Doctor Who is a property that is no stranger to comics, with a number of publishers over telling adventures of the Time Lord over the years. This week sees the release of Titan Comics’ crack at the science fiction favourite with Doctor Who: The Tenth Doctor, which focuses on the David Tennant depiction of the character. Tennant was undoubtedly popular Doctor and fans will not be disappointed with Doctor Who: The Tenth Doctor #1, by Nick Abadzis and Elena Casagrande.
A lot of Doctor Who: The Tenth Doctor #1 deals with the introduction of the new companion, Gabriella, who is a young Mexican girl struggling with the pressures of her family in New York City. Gabriella is smart and is wanting more out of her life, but due to her responsibilities to her family, she is not able to achieve what she wants in life. The reader can see her frustration throughout this conflict and many readers will be able to sympathise with her. These family struggles and a search for identity are prominent in this issue and can be assumed will serve as a strong motivation for decisions later in the series.
In this issue, we are also introduced to the threat, although at the moment it is a little unclear what it is. At the moment it has only appeared in sparse moments in a variety of forms which gives it a sense of mystery and will have the reader wanting to know more. Although, like in most Doctor Who stories, this will be something that will require The Doctor to explain and we should get much more information in the second issue.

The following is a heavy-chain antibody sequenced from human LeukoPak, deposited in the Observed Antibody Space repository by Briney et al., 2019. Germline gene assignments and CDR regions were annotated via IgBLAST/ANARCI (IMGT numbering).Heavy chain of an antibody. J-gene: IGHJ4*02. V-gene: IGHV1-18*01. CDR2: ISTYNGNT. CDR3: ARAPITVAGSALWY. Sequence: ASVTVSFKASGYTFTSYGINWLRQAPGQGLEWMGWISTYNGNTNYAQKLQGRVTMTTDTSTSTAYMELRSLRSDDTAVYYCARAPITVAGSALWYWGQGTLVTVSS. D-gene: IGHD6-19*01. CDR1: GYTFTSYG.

Similar to the threat, The Doctor has only fleeting moments in this issue but what we see of him is true to the character. His dialogue is what you expect from the Tenth Doctor, being cheery with the right amount of tangent which he is known for. He also looks the part with artist Elena Casagrande capturing the facial expressions that are synonymous with David Tennant’s portrayal.
Elena Casagrande’s art is generally strong, being able to show a broad spectrum of emotions through the character’s body language and facial expressions. From frustration and fear to more positive emotions like cheerfulness, Casagrande has been able to capture the characters with them coming to life onto the page and further the storytelling. The only complaint I would have with the art is that there were a few panels which would have benefited with a cleaner inking, which would allow for greater detail with a smaller image. Although, these were few and far between and not really an issue.
Casual fans of Doctor Who will not be alienated by Doctor Who: The Tenth Doctor #1 which acts as a clean jumping-on point, set after series 4. For those who are not familiar with the events of series 4 don’t need to worry as it is not prerequisite. Even if you have never seen Doctor Who before you should be able to get into this issue, with the first page detailing all the important Doctor Who concepts.
Overall, Doctor Who: The Tenth Doctor #1 hits all the right notes that will please Whovians and more casual fans. This first issue works well at introducing the new companion as well as a new threat that will have you wanting to read issue #2.
If you are still unsure, here is a preview.